Nitrogen budgeting is a hot-button issue lately.
We know that when orchards are supplied with more nitrogen (N) than they can use, that N can be lost from the root zone and leached into groundwater aquifers. Walnuts, like other nut crops, require relatively high amounts of nitrogen to get a good crop. But just how much N do walnuts need? And when?
Research sponsored by the California Department of Food and Agriculture and the California Walnut Board is trying to answer this question by measuring N removed at harvest and the timing of N use by growing nuts. The research project is going into its third and final season. Results from the first two seasons indicate two main takeaways that may help those working on the walnut nitrogen management plan template from regional water coalitions:
1) Every ton of walnuts contains 25-32 pounds of N.
2) Walnut nut N uptake is evenly distributed over the growing season.
What does this mean for orchard management? The pounds of N per ton of crop (sometimes called the “right rate”) is a starting point for N budgeting — figuring out how much N to apply to an orchard over a season. And dividing up application of that N to match the timing of nut N uptake is key to maximizing nitrogen use efficiency and minimizing leaching.
Estimating Whole Season Use
An N budget combines (a) N removed in the crop with (b) estimated yields and (c) your estimated nitrogen use efficiency to figure out how much N an orchard needs in any given year.
Walnut crop N removal can range from 25 to 32 pounds for every ton of nuts harvested. Looking at six mature, well-yielding orchards (3 Chandler, 3 Tulare) over two years, on average there were 27 pounds N in every ton of walnuts (in-shell, 8% moisture).
When we count the N in the hulls, leaves, and other scraps removed at harvest, there can be an additional 1 to 4 pounds N removed with every ton of nuts. Some nitrogen is also used for new growth which, we estimate, can add another 4 to 8 pounds N per ton of walnuts.
All told, for a healthy orchard with a filled-in canopy, estimate 37 pounds N per ton will be removed from the orchard or permanently tied up in new growth. More research this season will work to put more exact numbers to N in scraps removed at harvest and new growth.
Estimating Non-Fertilizer Sources
In addition to synthetic fertilizers (urea, UN32, CAN-17, etc.) there are other potential suppliers of N, such as manure, compost and irrigation water. To figure out how much synthetic fertilizer may be necessary for your expected crop, subtract the non-synthetic supply from the estimated demand.
Exactly how much nitrogen in manure/compost is available to plants and when it’s available is complex and continues to be researched. Each soil type and climate responds differently to these amendments, so use your own experience and judgment when putting the following numbers to use. If you don’t use manure or compost often, only some of its N will be available the year it’s applied — 5% to 10% for cured compost, 15% to 30% for dried or aged manure (poultry or bovine), according to numbers from UC-ANR publication #No. 21623, “Guide to Efficient Nitrogen Fertilizer Use in Walnut Orchards.”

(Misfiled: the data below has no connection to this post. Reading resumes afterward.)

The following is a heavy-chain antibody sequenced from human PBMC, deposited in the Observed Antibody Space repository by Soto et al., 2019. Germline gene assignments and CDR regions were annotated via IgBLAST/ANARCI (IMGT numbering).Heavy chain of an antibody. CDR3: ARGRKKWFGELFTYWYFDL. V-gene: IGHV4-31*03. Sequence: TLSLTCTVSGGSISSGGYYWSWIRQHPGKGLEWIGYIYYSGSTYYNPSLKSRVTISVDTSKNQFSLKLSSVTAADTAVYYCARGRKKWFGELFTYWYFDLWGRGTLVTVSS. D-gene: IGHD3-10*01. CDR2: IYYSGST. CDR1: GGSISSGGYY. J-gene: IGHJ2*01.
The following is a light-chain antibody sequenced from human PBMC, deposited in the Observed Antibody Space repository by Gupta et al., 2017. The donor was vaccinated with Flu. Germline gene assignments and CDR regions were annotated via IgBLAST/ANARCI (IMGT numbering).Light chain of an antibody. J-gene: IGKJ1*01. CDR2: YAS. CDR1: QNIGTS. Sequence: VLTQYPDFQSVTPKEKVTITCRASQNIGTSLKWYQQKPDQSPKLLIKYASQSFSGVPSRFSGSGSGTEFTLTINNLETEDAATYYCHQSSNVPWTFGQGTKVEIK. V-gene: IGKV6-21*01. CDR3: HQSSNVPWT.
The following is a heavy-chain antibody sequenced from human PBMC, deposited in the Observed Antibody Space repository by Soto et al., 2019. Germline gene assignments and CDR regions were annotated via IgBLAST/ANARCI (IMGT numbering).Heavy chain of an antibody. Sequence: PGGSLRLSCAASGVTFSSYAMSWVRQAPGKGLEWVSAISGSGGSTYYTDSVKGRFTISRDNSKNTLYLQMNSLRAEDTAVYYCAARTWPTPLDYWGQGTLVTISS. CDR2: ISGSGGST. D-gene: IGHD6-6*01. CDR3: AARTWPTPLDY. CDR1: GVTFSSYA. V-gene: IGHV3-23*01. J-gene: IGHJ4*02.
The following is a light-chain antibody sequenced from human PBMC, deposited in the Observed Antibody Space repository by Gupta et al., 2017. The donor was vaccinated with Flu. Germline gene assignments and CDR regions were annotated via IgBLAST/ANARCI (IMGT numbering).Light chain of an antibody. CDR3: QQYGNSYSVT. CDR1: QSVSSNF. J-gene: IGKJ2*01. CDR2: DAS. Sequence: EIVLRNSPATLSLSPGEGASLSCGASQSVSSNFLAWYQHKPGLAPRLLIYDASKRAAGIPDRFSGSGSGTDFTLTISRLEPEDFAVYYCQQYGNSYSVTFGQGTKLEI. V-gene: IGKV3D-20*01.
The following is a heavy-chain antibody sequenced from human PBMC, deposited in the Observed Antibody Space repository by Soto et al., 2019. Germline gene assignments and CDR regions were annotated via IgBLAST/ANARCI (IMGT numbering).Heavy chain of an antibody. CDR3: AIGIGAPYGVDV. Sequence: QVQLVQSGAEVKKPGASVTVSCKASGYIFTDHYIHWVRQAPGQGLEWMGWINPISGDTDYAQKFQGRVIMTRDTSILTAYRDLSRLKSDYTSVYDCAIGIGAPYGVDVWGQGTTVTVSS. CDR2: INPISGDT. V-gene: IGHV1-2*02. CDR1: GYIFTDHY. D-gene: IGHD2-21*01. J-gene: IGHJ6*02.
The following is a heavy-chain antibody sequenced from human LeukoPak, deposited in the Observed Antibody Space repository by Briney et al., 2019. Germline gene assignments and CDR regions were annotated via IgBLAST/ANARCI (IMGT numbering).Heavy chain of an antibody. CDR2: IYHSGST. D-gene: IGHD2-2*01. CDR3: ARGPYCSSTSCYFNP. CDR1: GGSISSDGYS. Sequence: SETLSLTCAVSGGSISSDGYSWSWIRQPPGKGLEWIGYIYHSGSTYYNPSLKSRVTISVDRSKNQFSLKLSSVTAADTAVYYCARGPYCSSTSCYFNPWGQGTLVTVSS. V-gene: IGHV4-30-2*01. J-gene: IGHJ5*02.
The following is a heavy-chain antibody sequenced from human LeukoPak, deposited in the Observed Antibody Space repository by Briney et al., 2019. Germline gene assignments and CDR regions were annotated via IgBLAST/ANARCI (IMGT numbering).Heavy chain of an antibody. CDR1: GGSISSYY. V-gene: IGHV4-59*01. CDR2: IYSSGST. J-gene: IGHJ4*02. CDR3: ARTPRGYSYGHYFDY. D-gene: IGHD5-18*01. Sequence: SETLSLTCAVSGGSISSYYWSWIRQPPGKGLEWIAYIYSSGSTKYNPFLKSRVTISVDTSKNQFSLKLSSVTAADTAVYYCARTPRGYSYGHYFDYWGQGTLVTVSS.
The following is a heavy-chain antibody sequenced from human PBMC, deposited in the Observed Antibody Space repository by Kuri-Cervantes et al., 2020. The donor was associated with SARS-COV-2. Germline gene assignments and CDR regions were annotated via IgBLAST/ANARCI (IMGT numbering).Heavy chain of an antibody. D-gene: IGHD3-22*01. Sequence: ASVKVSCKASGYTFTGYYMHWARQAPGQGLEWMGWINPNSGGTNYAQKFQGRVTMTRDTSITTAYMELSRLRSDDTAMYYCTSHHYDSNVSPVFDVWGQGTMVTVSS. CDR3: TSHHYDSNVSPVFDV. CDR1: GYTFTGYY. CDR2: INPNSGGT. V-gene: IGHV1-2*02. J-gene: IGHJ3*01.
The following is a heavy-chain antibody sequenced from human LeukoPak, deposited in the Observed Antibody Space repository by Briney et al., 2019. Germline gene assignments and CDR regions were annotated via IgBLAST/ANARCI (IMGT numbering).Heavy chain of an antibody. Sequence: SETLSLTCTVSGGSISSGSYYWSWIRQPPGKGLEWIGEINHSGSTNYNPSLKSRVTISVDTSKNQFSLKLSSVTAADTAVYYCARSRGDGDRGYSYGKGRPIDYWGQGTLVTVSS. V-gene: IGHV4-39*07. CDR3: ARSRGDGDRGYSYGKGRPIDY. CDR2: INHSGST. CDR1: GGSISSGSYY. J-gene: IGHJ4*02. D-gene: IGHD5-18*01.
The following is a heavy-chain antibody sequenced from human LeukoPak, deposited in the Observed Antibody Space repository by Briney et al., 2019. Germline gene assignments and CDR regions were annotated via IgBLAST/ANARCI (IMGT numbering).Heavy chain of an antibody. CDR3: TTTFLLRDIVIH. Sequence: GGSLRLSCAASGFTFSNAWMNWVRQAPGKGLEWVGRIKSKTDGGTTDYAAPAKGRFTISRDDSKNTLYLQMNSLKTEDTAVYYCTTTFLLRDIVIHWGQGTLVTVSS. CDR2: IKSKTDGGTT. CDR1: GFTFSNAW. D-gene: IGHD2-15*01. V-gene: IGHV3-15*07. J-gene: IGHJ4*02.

If you apply about the same amount of the same N content manure or compost annually, it should reach a steady state of turnover, where N in this year’s application roughly equals the N that will be released this year from previous applications. Convert percent to decimals for calculations below. Always use dry weight of manure/compost and %N on dry weight basis.
N in Manure/Compost =
Apply every year [Dry pounds manure/compost per acre] x [%N]
Apply just this year [Dry pounds manure/compost per acre] x [%N] x [% Available]
Estimating N in irrigation water requires a nitrate lab test. The result then must be converted into pounds N in an acre-inch of water, and multiplied by the acre-inches of irrigation water applied (or expected to be applied). Results may come back from the lab as NO³N-N or NO³. These two types of reporting (NO³N-N or NO³) use different conversion factors to get to N/acre-inch, according to the publication referenced above.
N in Irrigation Water (pounds/acre) =
NO³N-N_[NO³N-N]_ (ppm or mg/l) x 0.225 x _[Acre-inches of Irrigation]_
NO³_[NO³]_ (ppm or mg/l) x 0.051 x _[Acre-inches of Irrigation]_
How Much N Is Needed When
Because trees only take up N when they need it, not just when it is applied, matching the timing of N application with N use by the nut is a key component to achieving high nitrogen use efficiency. Research from the same UC walnut N project in 2013 and 2014 showed that the uptake of nitrogen by growing nuts was fairly steady over the growing season.
The graph combines our Tulare and Chandler numbers to show how this works for April blooming, late-September to mid-October harvest varieties. Out of the total N taken up by one ton of walnuts, 28% is taken up in April and May, 24% in June, 29% in July and 20% in August, which, because of the mathematically accepted practice of rounding off numbers, actually adds up to 101%.
N used by the fruit in the first month (April) comes from storage in the wood, which is then refilled. Little-to-no additional N is taken up by the nuts after August. For early blooming, early harvested varieties, this demand would be shifted earlier.
The take-away? Dividing your N applications evenly over the growing season (25% in May, June, July and August) will increase nitrogen use efficiency. Whatever number of applications you apply, remember that N can only be taken up when there are leaves on the tree; the first month of growth uses stored N, not N from the soil; and N uptake is complete by the end of August. ●